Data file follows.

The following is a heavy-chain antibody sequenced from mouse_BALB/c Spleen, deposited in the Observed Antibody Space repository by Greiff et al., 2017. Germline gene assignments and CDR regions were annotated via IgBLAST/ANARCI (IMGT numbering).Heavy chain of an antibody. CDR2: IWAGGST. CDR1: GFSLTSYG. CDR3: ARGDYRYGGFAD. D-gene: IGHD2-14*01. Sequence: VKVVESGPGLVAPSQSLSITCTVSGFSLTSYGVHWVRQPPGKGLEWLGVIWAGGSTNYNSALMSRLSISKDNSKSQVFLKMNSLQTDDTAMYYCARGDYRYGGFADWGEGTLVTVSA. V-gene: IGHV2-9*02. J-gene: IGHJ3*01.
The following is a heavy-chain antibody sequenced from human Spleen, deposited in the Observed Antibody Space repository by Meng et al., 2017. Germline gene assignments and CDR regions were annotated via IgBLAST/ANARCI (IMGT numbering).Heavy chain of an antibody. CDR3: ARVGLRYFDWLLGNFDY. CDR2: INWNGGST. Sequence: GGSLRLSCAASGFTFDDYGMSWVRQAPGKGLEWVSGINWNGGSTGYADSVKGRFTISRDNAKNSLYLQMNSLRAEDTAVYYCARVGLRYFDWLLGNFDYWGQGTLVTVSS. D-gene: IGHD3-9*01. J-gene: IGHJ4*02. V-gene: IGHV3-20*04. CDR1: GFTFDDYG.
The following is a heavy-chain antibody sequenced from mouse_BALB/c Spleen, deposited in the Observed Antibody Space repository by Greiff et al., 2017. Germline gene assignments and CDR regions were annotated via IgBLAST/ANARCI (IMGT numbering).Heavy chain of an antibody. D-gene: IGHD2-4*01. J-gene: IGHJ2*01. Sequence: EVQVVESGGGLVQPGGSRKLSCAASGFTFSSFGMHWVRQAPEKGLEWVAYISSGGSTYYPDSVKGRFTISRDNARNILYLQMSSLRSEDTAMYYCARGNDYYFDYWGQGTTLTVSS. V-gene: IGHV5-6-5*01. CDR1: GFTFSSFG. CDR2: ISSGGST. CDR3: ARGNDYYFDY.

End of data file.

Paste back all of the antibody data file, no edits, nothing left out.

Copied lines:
The following is a heavy-chain antibody sequenced from mouse_BALB/c Spleen, deposited in the Observed Antibody Space repository by Greiff et al., 2017. Germline gene assignments and CDR regions were annotated via IgBLAST/ANARCI (IMGT numbering).Heavy chain of an antibody. CDR2: IWAGGST. CDR1: GFSLTSYG. CDR3: ARGDYRYGGFAD. D-gene: IGHD2-14*01. Sequence: VKVVESGPGLVAPSQSLSITCTVSGFSLTSYGVHWVRQPPGKGLEWLGVIWAGGSTNYNSALMSRLSISKDNSKSQVFLKMNSLQTDDTAMYYCARGDYRYGGFADWGEGTLVTVSA. V-gene: IGHV2-9*02. J-gene: IGHJ3*01.
The following is a heavy-chain antibody sequenced from human Spleen, deposited in the Observed Antibody Space repository by Meng et al., 2017. Germline gene assignments and CDR regions were annotated via IgBLAST/ANARCI (IMGT numbering).Heavy chain of an antibody. CDR3: ARVGLRYFDWLLGNFDY. CDR2: INWNGGST. Sequence: GGSLRLSCAASGFTFDDYGMSWVRQAPGKGLEWVSGINWNGGSTGYADSVKGRFTISRDNAKNSLYLQMNSLRAEDTAVYYCARVGLRYFDWLLGNFDYWGQGTLVTVSS. D-gene: IGHD3-9*01. J-gene: IGHJ4*02. V-gene: IGHV3-20*04. CDR1: GFTFDDYG.
The following is a heavy-chain antibody sequenced from mouse_BALB/c Spleen, deposited in the Observed Antibody Space repository by Greiff et al., 2017. Germline gene assignments and CDR regions were annotated via IgBLAST/ANARCI (IMGT numbering).Heavy chain of an antibody. D-gene: IGHD2-4*01. J-gene: IGHJ2*01. Sequence: EVQVVESGGGLVQPGGSRKLSCAASGFTFSSFGMHWVRQAPEKGLEWVAYISSGGSTYYPDSVKGRFTISRDNARNILYLQMSSLRSEDTAMYYCARGNDYYFDYWGQGTTLTVSS. V-gene: IGHV5-6-5*01. CDR1: GFTFSSFG. CDR2: ISSGGST. CDR3: ARGNDYYFDY.